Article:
What seemed like a far-fetched idea with a decidedly European twist only
few weeks ago is suddenly the topic du jour among economists, now that
Argentina is talking of abandoning its currency for the dollar.
Argentine officials have suggested their country could become the test
for an eventual effort to create a dollar-zone throughout the continent.
Economists said Argentina would be the ideal place to start such an effort
since the country already has a one-to-one peg between its peso currency
and the dollar. As a practical matter, dollarization could be as simple as
loading greenbacks onto jetliners, although some key issues would need to
be worked out, such as which institution would serve as Argentina's lender
of last resort.
"If Argentina did it, it would break the ice for other countries," said
Hufbauer, senior fellow at the American Enterprise Institute think tank.
Of course, adding economies as diverse as Brazil, Mexico and Canada to
the monetary mix would be a much more difficult feat. But European
monetary union did not happen overnight and economists acknowledge it
could take years or even decades to lay the groundwork for it in this
"There are lot of economic and political hurdles that would have to be
overcome before you could adopt a dollar-based system in the Americas,"
said Greg Mastel of the Economic Strategy Institute, a Washington think
Not least of the political obstacles is the sense of national pride many
countries attach to their currencies.
Just as many European countries were loath to allow Germany's
Bundesbank to call the shots for their economies' monetary policy, most
countries on this side of the Atlantic probably would be in no hurry to turn
over control of their interest rates to the Federal Reserve.
Nor would the Federal Reserve be anxious to broaden its monetary policy
goals beyond U.S. borders or give other countries some say in interest-rate
Still, economists said an Americas currency bloc is not without benefits,
especially for Latin American countries that have witnessed fierce attacks on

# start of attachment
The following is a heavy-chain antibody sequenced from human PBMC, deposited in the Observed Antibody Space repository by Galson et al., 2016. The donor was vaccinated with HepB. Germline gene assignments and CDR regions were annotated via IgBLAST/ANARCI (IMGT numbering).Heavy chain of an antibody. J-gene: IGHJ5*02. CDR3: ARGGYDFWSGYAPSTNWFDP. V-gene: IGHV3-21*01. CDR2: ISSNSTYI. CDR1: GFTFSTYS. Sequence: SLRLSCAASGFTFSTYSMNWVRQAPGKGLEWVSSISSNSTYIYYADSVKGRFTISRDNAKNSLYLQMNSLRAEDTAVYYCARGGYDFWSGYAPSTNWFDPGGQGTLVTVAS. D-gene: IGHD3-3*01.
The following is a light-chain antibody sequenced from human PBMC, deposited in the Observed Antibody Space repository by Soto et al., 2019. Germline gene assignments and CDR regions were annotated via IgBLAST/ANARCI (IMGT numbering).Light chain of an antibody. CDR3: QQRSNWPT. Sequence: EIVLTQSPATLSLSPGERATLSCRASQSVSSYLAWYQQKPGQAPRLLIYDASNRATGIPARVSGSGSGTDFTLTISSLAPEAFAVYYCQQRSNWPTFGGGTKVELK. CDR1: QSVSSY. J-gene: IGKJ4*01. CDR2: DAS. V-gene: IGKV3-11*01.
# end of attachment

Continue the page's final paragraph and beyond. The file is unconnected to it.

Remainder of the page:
Brazil's currency that have led to a devastating hemorrhaging of capital out of
"Some countries may decide that surrendering sovereignty over their
currencies may be a fair trade-off to achieve stability," said Gordon
Richards, chief economist at the National Association of Manufacturers.
On the other hand, Harvard University's Alberto Alesina said that what
make sense for Argentina and possibly some other countries would be
extremely difficult to put in place more broadly.
"I don't think every country has the choice of going to the dollar as a
currency," he said. "As a continent-wide process I don't see it as very
Alesina said the disparities among economies of the Americas are vastly
greater than those of 11 countries partaking in the euro. The Americas also
lack the history of conflict that drove Europe to start pursuing economic
cooperation in World War Two's aftermath.
Even implementing a currency bloc among the three countries comprising
North American Free Trade Association-- Canada, Mexico and the United
States-- would be an enormous challenge, given the much lower standard of
living in Mexico compared to the two other countries.
Despite the close ties between Canada and the United States, a
controversial bill to protect Canadian magazines from American competition
highlights a sense that Canadians are far from ready to erase the economic
border to the south, said Tim O'Neill, chief economist at Harris Bank/Bank
Barry Eichengreen of the University of California, Berkeley, said a NAFTA
currency zone might make sense if the North American countries move
toward even greater economic integration.
"Absent that, I don't think it is feasible or essential now," he said,
it might make more sense for South America's four-nation trade bloc,
Despite the obstacles, economists said an Americas currency bloc is an
that will be discussed further.
"I wouldn't want to rule anything out," Mastel of the Economic Strategy
Institute said. "Twenty-five years ago would anyone have thought that
Europe would be able to come together on a single currency? Probably not."
Copyright 1999 Reuters.